Thu, 27 May 2004

Boediono optimistic about this year's inflation target

Rendi A. Witular and Dadan Wijaksana, Jakarta

Minister of Finance Boediono said on Wednesday the inflation rate this year would likely be in line with the government's projections, despite fears in the financial market the current decline in the rupiah could fuel inflation.

"Based on our recent study with Bank Indonesia, the inflation rate target this year will remain on track at 6.5 percent. It can even go lower than that," said Boediono during a meeting with House of Representatives Commission IX for finance.

Boediono said his optimism was based on the assumption that the rupiah's fall was only short-lived as the dollar would eventually weaken due to the large current account and trade deficits in the U.S.

"Market players are still worried about the rupiah due to the global psychological effect. But one thing that they missed in their calculations is that the dollar is still vulnerable to depreciation due to the massive deficit in the United States," he said.

He said inflation here could even decline to 6 percent on lower food prices.

The rupiah has been under severe pressure over the past few weeks due to a combination of domestic and overseas factors such as a possible hike in U.S. interest rates, soaring oil prices and political tension ahead of the July 5 presidential election. The rupiah fell to a 19-month low of 9,275 on Wednesday.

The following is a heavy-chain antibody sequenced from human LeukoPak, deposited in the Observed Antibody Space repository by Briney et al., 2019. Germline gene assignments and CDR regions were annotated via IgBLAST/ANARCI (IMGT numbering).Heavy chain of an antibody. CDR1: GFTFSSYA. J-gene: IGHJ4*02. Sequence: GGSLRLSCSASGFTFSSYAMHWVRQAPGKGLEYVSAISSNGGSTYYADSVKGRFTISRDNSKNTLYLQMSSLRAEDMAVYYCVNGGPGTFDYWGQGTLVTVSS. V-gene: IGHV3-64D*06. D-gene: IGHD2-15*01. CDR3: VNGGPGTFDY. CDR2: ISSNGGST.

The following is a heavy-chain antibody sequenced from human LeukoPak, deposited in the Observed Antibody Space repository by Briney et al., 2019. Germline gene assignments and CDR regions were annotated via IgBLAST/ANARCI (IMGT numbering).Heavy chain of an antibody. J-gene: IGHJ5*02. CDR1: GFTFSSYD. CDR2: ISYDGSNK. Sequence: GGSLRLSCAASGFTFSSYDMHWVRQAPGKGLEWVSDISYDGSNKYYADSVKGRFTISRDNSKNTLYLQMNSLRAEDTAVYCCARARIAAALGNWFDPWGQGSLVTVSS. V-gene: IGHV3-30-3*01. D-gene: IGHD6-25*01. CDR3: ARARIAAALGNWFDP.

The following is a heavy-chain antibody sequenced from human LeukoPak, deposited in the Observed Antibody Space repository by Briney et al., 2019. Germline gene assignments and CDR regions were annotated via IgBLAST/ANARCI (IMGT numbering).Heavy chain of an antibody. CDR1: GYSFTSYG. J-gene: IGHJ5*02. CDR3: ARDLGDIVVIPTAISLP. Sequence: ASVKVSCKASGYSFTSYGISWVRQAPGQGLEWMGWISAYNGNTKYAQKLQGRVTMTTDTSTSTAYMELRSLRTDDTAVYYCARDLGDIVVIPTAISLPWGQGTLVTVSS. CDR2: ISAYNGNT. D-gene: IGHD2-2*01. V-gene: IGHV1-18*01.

The sharp decline in the rupiah has created fears of rising inflationary pressure. A lower rupiah increases the cost of production because of the dependence on imported raw materials. This in turn push prices up.

Worries over inflation emerged earlier this month when the inflation rate in April accelerated to 5.9 percent from 5.1 percent the previous month.

The government was forced to cancel a planned Rp 3.5 trillion bond issue on Tuesday as investors demanded overly high yields due to the rupiah's woes and inflation worries.

Bank Internasional Indonesia's chief economist, Ferry Latuhihin, shared Boediono's optimism, saying inflation this year would mainly be driven by an increase in base money rather than cost-push inflation, as happened during the early period of the late 1990s financial crisis.

"The inflation rate is likely on track despite all the issues, because unlike in the 1997 financial crisis, the recent decline in the rupiah is also driven by an excess of base money," Ferry said.

According to Ferry, base money increased by an average of 14.92 percent in the first quarter of this year from 7.9 percent in the same period last year.

Boediono said that to help stem the rupiah's fall, the government and the central bank should cooperate in order to avoid any miscommunication between the two institutions in taking measures related to monetary and fiscal policies.

"Cooperation is needed between the government and the central bank to prevent any negative signals or confusion in the market due to a lack of coordination between the two institutions," he said.

Elsewhere, Bank Indonesia senior deputy governor Anwar Nasution said that despite the rupiah's decline and the widely expected hike in U.S. interest rates, the central bank had no plans as yet to raise its benchmark interest rate.

"If the Federal Reserve increases interest rates by only 20 to 25 basis points, Bank Indonesia will not increase domestic rates," Anwar Nasution said.

A domestic real interest rate of about 2 percent is still relatively higher than rates in other parts of the region.